Malpertuis is a labyrinth where characters issued from the Greek mythology are made prisoners by Cassavius. He manages to keep them (as well as his nephew and niece) as prisoners even after... See full summary »
In 1917, the First World War is raging. Julien is from Luxemburg, so instead of having to go to war he studies piano in Paris. One day his friend Jacques, also a musician and now a fighter ... See full summary »
Roger Van Hool
A woman disguised as a man or otherwise around is the theme of many comedies in which most of our pleasure comes out when the transvestite is almost being caught. But this movie from Harry Kumel doesn't need the suspenseful moments or the jokes about transvestism, because he has made a tragedy out of it. He uses the premise to inform us that the heroine is feeling safe when she is in disguise, because in this way she avoids prosecution for the murder of her lover 15 years ago. But this disguise also destroys her freedom and identity, because nobody knows anymore who she is and why she lives. We need other people to define ourselves. And if these people think we are someone else we feel lost.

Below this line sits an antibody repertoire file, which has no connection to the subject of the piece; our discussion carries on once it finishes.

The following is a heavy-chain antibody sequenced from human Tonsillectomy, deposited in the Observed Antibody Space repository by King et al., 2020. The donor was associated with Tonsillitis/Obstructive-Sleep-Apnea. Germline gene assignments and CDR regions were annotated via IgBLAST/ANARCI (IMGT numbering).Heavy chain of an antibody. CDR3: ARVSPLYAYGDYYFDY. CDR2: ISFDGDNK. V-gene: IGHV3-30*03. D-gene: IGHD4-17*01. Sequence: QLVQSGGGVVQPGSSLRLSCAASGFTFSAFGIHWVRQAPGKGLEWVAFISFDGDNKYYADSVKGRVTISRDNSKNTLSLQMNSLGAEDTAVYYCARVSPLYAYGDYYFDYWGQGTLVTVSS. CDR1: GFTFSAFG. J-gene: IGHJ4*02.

Harry Kumel uses techniques from Griffith, the sober mise-en-scene from Carl Theodor Dreyer and the themes of Sternberg( whom he dedicates the film to) to tell this story. But he makes of all these different visions a very personal film. It is his first movie and he already shows that cinema is capable of complex feelings. He shoots Belgian landscapes of pure beauty and frenzied walks through the forest and he lets all these images emphasize the isolation of the heroine. The only real weakness of this movie is that the people who call the disguised woman 'monsieur Hawarden', had to be given a guide-dog for their blindness. But if you throw away Hollywoodstandards for 100 minutes and prepare yourself for some art from the Netherlands and Belgium, then you will not be disappointed.
If you liked this movie, Harry Kumel's Eline Vere is the next one to see. It shows much parallels with this movie.
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